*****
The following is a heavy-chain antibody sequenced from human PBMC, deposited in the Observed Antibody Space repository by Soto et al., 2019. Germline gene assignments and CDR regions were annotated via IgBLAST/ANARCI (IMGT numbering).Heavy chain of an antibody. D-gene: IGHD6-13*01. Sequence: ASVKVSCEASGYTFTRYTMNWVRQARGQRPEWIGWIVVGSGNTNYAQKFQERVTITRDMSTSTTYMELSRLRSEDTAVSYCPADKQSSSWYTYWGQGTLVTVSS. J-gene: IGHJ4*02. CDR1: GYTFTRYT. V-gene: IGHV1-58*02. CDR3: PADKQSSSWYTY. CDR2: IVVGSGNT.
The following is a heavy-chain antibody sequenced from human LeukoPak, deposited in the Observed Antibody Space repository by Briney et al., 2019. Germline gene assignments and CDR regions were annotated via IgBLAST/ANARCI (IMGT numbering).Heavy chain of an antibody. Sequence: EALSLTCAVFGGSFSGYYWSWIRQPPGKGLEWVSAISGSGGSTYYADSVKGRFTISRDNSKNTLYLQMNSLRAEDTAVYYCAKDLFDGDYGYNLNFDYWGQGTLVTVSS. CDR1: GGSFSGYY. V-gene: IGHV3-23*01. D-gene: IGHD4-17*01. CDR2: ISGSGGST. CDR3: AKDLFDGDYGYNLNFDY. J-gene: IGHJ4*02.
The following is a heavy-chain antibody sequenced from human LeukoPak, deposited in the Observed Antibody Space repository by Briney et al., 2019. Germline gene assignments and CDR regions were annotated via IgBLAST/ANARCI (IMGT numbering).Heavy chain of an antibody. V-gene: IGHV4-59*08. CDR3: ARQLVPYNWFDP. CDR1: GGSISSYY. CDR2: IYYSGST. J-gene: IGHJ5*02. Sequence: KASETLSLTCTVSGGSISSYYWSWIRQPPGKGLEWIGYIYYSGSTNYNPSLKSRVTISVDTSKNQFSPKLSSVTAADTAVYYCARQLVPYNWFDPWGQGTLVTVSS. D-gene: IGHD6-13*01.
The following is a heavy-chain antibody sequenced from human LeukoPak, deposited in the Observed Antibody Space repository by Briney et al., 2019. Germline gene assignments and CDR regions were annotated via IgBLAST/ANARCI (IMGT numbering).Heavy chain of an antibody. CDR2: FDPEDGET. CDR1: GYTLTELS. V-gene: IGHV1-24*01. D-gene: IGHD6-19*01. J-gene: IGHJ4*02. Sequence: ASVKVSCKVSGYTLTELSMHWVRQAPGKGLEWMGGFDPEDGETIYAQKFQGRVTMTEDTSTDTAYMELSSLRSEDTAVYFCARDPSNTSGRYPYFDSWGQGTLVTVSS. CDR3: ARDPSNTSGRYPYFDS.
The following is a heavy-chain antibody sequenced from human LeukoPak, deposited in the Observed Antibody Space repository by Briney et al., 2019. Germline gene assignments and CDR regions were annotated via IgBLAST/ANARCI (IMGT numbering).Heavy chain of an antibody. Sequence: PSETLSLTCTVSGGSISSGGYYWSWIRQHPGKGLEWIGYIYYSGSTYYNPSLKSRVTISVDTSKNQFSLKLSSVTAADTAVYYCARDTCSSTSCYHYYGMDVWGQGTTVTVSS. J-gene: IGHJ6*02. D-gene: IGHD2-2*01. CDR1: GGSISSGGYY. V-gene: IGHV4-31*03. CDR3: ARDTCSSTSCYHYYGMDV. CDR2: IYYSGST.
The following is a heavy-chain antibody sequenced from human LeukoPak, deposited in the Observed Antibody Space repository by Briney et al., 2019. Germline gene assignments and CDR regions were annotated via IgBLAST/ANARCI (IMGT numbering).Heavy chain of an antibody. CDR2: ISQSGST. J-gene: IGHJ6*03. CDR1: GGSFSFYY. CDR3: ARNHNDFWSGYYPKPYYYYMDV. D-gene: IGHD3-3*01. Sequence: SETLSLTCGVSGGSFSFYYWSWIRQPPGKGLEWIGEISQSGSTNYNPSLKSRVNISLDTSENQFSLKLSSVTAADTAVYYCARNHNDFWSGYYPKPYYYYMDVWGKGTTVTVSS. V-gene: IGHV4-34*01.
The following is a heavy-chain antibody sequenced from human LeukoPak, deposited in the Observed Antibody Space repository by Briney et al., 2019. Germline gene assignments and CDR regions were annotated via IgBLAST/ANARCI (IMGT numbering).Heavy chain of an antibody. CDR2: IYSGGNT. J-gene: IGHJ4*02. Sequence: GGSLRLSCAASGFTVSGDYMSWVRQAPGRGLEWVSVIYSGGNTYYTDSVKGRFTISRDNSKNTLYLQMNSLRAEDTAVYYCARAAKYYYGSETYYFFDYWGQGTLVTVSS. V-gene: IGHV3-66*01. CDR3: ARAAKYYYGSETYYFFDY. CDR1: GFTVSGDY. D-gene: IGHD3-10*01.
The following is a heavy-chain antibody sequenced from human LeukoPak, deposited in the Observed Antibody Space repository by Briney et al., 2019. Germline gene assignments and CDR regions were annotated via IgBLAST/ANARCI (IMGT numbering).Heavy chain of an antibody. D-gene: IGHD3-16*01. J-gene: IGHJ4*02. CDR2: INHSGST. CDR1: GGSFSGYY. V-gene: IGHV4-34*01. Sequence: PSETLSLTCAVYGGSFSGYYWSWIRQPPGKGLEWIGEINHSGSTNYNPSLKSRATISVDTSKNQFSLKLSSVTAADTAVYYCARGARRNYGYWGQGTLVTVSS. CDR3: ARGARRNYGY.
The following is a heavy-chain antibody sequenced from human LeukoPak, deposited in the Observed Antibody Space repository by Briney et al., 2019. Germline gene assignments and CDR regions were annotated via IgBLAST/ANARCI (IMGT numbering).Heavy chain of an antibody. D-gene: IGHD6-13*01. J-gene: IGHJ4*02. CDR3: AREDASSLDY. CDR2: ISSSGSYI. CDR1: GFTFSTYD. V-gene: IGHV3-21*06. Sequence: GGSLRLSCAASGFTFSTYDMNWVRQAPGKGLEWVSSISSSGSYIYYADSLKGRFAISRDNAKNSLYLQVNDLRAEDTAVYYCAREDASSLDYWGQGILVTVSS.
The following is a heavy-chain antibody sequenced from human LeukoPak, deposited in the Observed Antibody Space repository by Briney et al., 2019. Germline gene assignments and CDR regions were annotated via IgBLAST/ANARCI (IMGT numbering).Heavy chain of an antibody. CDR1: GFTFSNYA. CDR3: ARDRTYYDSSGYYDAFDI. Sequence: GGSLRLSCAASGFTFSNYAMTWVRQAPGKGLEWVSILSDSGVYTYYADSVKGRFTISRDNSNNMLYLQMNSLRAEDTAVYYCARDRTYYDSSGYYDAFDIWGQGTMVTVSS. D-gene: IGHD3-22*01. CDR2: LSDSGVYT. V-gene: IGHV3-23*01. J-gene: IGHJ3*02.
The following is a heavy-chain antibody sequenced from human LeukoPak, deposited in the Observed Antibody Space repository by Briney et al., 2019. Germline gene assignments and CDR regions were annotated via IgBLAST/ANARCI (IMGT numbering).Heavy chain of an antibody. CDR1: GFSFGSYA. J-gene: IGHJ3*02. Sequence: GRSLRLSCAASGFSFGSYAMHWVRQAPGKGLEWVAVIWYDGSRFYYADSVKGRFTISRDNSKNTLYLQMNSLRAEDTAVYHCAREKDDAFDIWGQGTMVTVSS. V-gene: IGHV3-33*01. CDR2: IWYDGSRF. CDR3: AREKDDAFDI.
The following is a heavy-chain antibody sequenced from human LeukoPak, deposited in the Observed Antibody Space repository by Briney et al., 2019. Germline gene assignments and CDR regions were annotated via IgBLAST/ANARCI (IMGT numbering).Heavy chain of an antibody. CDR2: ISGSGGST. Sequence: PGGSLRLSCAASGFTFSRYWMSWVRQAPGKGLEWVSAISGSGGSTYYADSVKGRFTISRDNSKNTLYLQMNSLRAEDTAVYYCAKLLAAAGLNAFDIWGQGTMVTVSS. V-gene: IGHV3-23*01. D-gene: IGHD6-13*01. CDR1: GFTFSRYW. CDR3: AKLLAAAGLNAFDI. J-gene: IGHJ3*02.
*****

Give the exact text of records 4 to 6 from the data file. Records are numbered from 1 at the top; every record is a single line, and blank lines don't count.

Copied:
The following is a heavy-chain antibody sequenced from human LeukoPak, deposited in the Observed Antibody Space repository by Briney et al., 2019. Germline gene assignments and CDR regions were annotated via IgBLAST/ANARCI (IMGT numbering).Heavy chain of an antibody. CDR2: FDPEDGET. CDR1: GYTLTELS. V-gene: IGHV1-24*01. D-gene: IGHD6-19*01. J-gene: IGHJ4*02. Sequence: ASVKVSCKVSGYTLTELSMHWVRQAPGKGLEWMGGFDPEDGETIYAQKFQGRVTMTEDTSTDTAYMELSSLRSEDTAVYFCARDPSNTSGRYPYFDSWGQGTLVTVSS. CDR3: ARDPSNTSGRYPYFDS.
The following is a heavy-chain antibody sequenced from human LeukoPak, deposited in the Observed Antibody Space repository by Briney et al., 2019. Germline gene assignments and CDR regions were annotated via IgBLAST/ANARCI (IMGT numbering).Heavy chain of an antibody. Sequence: PSETLSLTCTVSGGSISSGGYYWSWIRQHPGKGLEWIGYIYYSGSTYYNPSLKSRVTISVDTSKNQFSLKLSSVTAADTAVYYCARDTCSSTSCYHYYGMDVWGQGTTVTVSS. J-gene: IGHJ6*02. D-gene: IGHD2-2*01. CDR1: GGSISSGGYY. V-gene: IGHV4-31*03. CDR3: ARDTCSSTSCYHYYGMDV. CDR2: IYYSGST.
The following is a heavy-chain antibody sequenced from human LeukoPak, deposited in the Observed Antibody Space repository by Briney et al., 2019. Germline gene assignments and CDR regions were annotated via IgBLAST/ANARCI (IMGT numbering).Heavy chain of an antibody. CDR2: ISQSGST. J-gene: IGHJ6*03. CDR1: GGSFSFYY. CDR3: ARNHNDFWSGYYPKPYYYYMDV. D-gene: IGHD3-3*01. Sequence: SETLSLTCGVSGGSFSFYYWSWIRQPPGKGLEWIGEISQSGSTNYNPSLKSRVNISLDTSENQFSLKLSSVTAADTAVYYCARNHNDFWSGYYPKPYYYYMDVWGKGTTVTVSS. V-gene: IGHV4-34*01.